Assuming the Hamilton Tiger-Cats and Saskatchewan Roughriders thaw out in time for Sunday's 101st Grey Cup, they will have a monumental task ahead of them to come even close to matching what they produced the last time they met in a championship game.
The 1989 Grey Cup was arguably the greatest ever played, though there are certainly cases to be made for the 1954 game that was won on Edmonton defensive back Jackie Parker's 90-yard fumble return or the 1987 game that saw Damon Allen rally the Eskimos to a stunning 38-36 win over Toronto.
But in my books, nothing could match the 1989 game for sheer excitement, great plays, drama, atmosphere -- and even a touch of the bizarre. The fact that 15 Grey Cup records were broken or tied only added to the story.
Maybe being there had something to do with, but the memories of that game are still as vivid as last week's CFL finals.
One of the reasons for that was the atmosphere. The 77th Grey Cup was the first played in the SkyDome, which at that time was considered by Canadians as the eighth wonder of the world. The 65,255 fans -- the second largest Grey Cup audience in history -- was primed for a good game. They were so primed, in fact, many of us wondered if we were really in Toronto, a city accustomed to going wild by rendering polite applause and letting out a mild "Yay?!"
As primed as they were for a good game, the players went one step further. They put on a show for the ages.
Hamilton, which had finished first in the East with a 12-6 record, jumped out to a 13-1 first quarter lead. This wasn't a big surprise considering that the Riders, who had finished 9-9 before upsetting Calgary and the 16-2 Eskimos in the playoffs, were underdogs.
What happened in the second quarter was more than a surprise. The two teams just started scoring, seemingly at will, as quarterbacks Kent Austin of Sasktachewan and Mike Kerrigan of Hamilton put on an unprecedented passing exhibition. Every time one of them would execute a great drive, the other would respond with an equally great series.
Five consecutive drives ended in touchdowns, including a thrilling 75-yard pass play from Austin to Jeff Fairholm. Following another Hamilton touchdown, the Riders narrowed the gap to 27-22 when Austin hit Don Narcisse in the final minute.
The third quarter didn't quite match that insanity, with an exchange of field goals and a conceded safety by the Ticats. But then Saskatchewan took a 34-30 lead on a Tim McCray touchdown to set the stage for the fourth.
There was another exchange of field goals before Saskatchewan's Dave Ridgway booted another one late in the game for a 40-33 lead. But that was nowhere near the end.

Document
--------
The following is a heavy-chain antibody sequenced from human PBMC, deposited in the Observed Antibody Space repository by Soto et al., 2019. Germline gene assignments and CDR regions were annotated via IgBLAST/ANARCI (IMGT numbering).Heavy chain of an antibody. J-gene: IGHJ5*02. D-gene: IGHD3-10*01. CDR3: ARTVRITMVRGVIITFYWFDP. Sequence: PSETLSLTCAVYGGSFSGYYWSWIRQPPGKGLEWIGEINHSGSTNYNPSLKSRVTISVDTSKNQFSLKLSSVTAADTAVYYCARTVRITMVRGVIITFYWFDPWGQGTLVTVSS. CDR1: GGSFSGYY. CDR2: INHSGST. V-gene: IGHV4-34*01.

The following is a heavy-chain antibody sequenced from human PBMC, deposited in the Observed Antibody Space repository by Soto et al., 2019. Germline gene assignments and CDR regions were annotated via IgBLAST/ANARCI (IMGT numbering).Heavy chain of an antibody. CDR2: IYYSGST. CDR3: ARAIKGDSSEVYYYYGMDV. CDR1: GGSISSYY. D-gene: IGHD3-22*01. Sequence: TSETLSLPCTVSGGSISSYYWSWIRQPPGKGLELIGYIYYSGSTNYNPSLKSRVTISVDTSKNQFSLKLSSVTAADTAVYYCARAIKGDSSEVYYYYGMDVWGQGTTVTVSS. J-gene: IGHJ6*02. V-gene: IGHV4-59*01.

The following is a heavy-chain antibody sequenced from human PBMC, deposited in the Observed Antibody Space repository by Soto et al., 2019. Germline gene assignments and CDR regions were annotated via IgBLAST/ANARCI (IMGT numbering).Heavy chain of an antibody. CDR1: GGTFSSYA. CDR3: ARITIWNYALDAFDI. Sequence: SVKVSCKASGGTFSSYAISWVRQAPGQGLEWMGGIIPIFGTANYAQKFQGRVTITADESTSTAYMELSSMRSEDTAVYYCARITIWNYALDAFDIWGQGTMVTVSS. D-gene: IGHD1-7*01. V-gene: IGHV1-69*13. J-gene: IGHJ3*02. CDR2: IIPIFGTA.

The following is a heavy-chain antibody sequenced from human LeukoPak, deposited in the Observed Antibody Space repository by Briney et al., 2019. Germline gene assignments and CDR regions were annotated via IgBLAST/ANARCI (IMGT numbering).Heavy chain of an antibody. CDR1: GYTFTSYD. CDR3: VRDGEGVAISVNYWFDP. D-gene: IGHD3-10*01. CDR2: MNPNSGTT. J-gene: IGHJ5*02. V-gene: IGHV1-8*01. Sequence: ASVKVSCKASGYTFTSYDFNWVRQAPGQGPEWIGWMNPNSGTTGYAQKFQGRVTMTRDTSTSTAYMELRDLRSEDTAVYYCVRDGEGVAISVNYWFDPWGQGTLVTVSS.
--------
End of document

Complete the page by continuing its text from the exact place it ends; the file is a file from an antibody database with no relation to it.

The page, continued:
The Ticats drove down the field and, with 44 seconds to play, tied the game when Tony Champion made one of the greatest Grey Cup touchdown catches ever, twisting in the air to snare the ball before landing hard on his side. The fact he was playing with broken ribs only added to the legend.
That wasn't it, of course. With time running out, Austin was perfect in moving the Riders to the Hamilton 28. That allowed Ridgway to hit a 35-yard field goal to give Saskatchewan their second Grey Cup ever and the first in 23 years.
But there's another memory that only adds to the magic created that day -- that's the bizarre part.
I had managed to score an invitation to a private box that night, one owned by a major land developer. Part way through the game, a prominent local politician arrived to do what prominent local politicians tend to do when big developers are around. But this guy also had his teenage son in tow and I happened to notice that the kid was carrying a mysterious plastic bag.
Something about him caused me to take my eye off the game to see what he was up to. Much to my surprise -- and horror -- he walked to the edge of box and removed a ream of leaflets from the bag. On them was a skull and crossbones. Above that were the words "Death to the CFL." Below it, "Bring on the NFL."
There was no doubt what he planned to do with them. With 65,000 screaming fans exulting in the best the CFL had to offer, this brat was about dump hundreds of anti-CFL flyers on them.
I jumped out of my seat to stop him, but before I could take a step his father intervened. "I told you no," he snapped, hauling the kid and his leaflets out of the box. Hours later, while walking to my car, I found some of them lying on the sidewalk outside the stadium -- footprints obliterating their message.
It's a comforting memory in many ways because, a quarter of a century later, the CFL is stronger than ever. The NFL? Still not here.